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So ridiculous I must reply to this. Deep Breath

Police departments are just that. Departments. There are sections and divisions, organized crime, alcohol, tobacco, and firearms, gang-related issues.

Do you believe that cops are spending more money and time on sting operations than stopping domestic violence, gang wars, serial killers, and rapists?

Ok, so the libertarian party, (whom I don't wish to diss), wants us to believe that too much time is being spent on suppressing the drug trade. That may or may not be the case, but cutting back on that corner won't give you lower violent crime rates. That's where the study in the preceding writeup is misleading. I can give you a list of many studies that show the increase of drugs will lead to an increase in crime.

Didn't we just go through the whole 1990's talking about this? In theory, once your addiction takes away all your money, possessions and job, you are turned to any way possible to find money. Therefore crime goes up. I don't see drugs on the top list of convictions. Sure, it's disproportionately high, but I don't see legalized drugs as the solution. What about DUI? People driving with marijuana in their system are insanely reckless people. I just can't trust that.

Perhaps I'm missing a point, and in some cases an understaffed police force may be spending too much time on drug crime. Legalizing drugs probably won't do much good in that respect, it will just worsen violent crime, which goes hand-in-hand with drugs. The preceding study just sounds like an excuse to hide behind a reason for legalizing pot, and throwing in an excuse that is too inflammatory.

And in other news, police arrest more people for public nuisance infractions than for marijuana crimes. More people are arrested for driving under the influence of intoxicants than for driving on a suspended license.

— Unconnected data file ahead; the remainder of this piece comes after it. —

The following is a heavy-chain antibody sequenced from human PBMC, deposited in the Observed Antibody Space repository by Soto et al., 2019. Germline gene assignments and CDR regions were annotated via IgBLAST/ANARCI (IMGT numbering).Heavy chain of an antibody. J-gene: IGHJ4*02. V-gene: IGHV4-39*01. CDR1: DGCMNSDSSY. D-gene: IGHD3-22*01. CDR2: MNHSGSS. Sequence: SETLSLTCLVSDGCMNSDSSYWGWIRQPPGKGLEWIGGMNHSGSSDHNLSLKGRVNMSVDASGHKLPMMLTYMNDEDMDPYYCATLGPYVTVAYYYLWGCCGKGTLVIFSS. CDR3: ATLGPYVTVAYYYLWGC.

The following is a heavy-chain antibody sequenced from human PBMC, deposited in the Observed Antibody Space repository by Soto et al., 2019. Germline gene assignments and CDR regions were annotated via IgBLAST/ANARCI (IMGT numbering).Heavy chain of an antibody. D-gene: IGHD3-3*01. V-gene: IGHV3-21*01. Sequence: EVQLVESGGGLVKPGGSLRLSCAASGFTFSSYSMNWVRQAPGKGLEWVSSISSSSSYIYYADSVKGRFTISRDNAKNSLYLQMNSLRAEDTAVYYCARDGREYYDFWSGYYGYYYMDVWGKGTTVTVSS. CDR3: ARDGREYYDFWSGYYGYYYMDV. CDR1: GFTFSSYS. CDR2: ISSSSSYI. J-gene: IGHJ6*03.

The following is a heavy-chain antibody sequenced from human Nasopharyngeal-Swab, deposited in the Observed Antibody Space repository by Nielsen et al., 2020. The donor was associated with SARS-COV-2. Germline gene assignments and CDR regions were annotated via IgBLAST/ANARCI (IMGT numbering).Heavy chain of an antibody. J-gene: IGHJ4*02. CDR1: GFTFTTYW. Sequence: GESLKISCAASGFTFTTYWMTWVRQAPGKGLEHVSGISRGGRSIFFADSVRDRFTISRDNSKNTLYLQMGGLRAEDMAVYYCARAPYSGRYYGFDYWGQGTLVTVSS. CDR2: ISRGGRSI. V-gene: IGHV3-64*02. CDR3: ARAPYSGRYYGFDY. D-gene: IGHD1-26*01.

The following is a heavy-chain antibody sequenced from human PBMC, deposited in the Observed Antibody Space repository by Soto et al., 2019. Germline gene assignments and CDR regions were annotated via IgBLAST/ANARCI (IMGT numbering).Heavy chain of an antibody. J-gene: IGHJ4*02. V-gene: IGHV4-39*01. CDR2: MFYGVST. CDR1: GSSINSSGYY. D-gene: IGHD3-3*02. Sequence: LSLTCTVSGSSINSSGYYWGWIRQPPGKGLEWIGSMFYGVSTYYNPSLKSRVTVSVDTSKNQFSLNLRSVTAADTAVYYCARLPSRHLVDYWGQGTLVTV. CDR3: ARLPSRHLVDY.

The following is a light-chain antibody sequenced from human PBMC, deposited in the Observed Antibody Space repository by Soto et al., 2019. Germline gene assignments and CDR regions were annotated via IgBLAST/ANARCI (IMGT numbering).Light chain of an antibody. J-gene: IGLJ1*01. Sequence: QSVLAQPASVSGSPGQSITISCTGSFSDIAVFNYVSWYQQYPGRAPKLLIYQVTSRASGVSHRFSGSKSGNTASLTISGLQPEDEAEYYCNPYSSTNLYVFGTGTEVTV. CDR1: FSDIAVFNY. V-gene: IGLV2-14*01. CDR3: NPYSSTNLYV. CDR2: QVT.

Oh, and did the statistics include any information about the unsolved cases? Cops only arrest the marijuana cases because they are easy to execute: pothead and pot are in the same car or boat. Cops have a harder time finding the perpetrators of the more violent stuff.

One could say, the "milder" the infraction, the more people will deviate from the law. Thus, it would be a big non-surprise if marijuana arrests outnumbered violent arrests.

In theory, once your addiction takes away all your money, possessions and job, you are turned to any way possible to find money.

This is true, however marijuana is not physically addictive, so the point is irrelevant.

I can give you a list of many studies that show the increase of drugs will lead to an increase in crime.

The only reason this is true is because drugs are illegal. Can you show me a study that shows the legalization of marijuana will lead to an increase in crime? Or even, one which proves that the legalization of cocaine, heroin, and crack (physically addictive drugs) would lead to an increase in crime (not that I'm necessarily encouraging that)? In fact, it would probably lead to a decrease in drug-related crimes if drugs were commercially available at reasonable, competitive prices.

The legalization of drugs in certain European countries has shown that the use of drugs will skyrocket at first when they are legalized, and then soon after drop well below levels before they were legalized. I've not read anything about crime levels, but one could only assume that once drugs are affordable, people won't need to commit crimes to get them.

The only reason marijuana is still illegal is because the US government doesn't want to lose the billions of dollars it gets in taxes to "fight the war on drugs", not to mention all the jobs that exist solely for that task.

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